“The general results from Winter’s lab have been consistently confirmed: In order to get a particular protein to bind to any other one with modest strength, on average you have to wade through about ten to a hundred million binding sites.” (p. 132)
“Consider a hypothetical case where it would give an organism some advantage if a particular two of its proteins, which had been working separately, bound specifically to each other. Perhaps the two-protein complex would be able to perform some new task, or do an old task much better. The lesson from shape space is that, in order for the one to bind the other, we should expect to have to search through tens of millions of different mutant sequences before luckily happening upon one that would specifically stick with even modest strength,” (p. 133)
“Let’s make a rough calculation for the average number of organisms we would have to slog through to find a new protein-protein binding site. As I said, shape space tells us that about one in ten to a hundred million coherent protein-binding sites must be sifted before finding one that binds specifically and firmly to a given target. The simplest way to alter a protein is by point mutation, where one amino acid is substituted for another at a position in a protein. There are twenty different kinds of amino acids found in proteins. That means that if just five or six positions changed to the right residues—the ones that would allow the two proteins to bind—that would be an event of approximately the right frequency, since twenty multiplied by itself five or six times (20^5 or 20^6) is about three million or sixty million, respectively—relatively close to the ten to a hundred million different sites we need.” (pp. 133-134)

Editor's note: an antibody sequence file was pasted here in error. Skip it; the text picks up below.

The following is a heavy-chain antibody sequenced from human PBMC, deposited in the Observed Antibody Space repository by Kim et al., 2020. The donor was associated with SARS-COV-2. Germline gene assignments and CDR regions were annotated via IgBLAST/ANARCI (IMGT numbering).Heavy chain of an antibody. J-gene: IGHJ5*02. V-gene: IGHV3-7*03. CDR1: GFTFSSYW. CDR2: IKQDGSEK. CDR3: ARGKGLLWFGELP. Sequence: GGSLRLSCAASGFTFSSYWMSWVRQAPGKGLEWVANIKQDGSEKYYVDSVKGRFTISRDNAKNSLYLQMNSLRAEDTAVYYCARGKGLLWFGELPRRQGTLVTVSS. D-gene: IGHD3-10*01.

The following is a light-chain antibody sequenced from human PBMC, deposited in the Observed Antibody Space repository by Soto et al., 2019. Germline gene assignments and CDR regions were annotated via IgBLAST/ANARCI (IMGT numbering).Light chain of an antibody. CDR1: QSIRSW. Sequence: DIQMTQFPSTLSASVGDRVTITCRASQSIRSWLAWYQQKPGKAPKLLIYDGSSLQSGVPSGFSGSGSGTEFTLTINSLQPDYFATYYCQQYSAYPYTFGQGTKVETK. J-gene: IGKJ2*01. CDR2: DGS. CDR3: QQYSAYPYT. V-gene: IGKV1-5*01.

“So one way to get a new binding site would be to change just five or six amino acids in a coherent patch in the right way.  This very rough estimation fits nicely with studies that have been done on protein structure. ” (p. 134)
That’s viewing it after-the-fact, not before-the-fact.
To paraphrase some-one:
Well, the probability (before the fact) that something won’t go extinct is pretty high, and the probability that something that doesn’t go extinct will evolve new features is 1. Now you are remarking that some feature evolved, which is highly probable. We have to distinguish it from the probability that a specific feature evolved, these are two different events, with different probabilities.
This should be a lightbulb moment.
Chloroquine resistance evolved in a matter of decades and did not involve or require any deleterious mutations, so I don’t see how more is a problem for the 4 billion year evolutionary history and diversity of life.
Yes but if it did then doing such an imaginary “from the perspective of the past” calculation would cause you to misleadingly reject a history that actually happened just because the probability outcome that actually happened, from the perspective of the past, looks very miniscule. That’s the whole point here: That doing such attempted calculations can’t tell you what actually happened.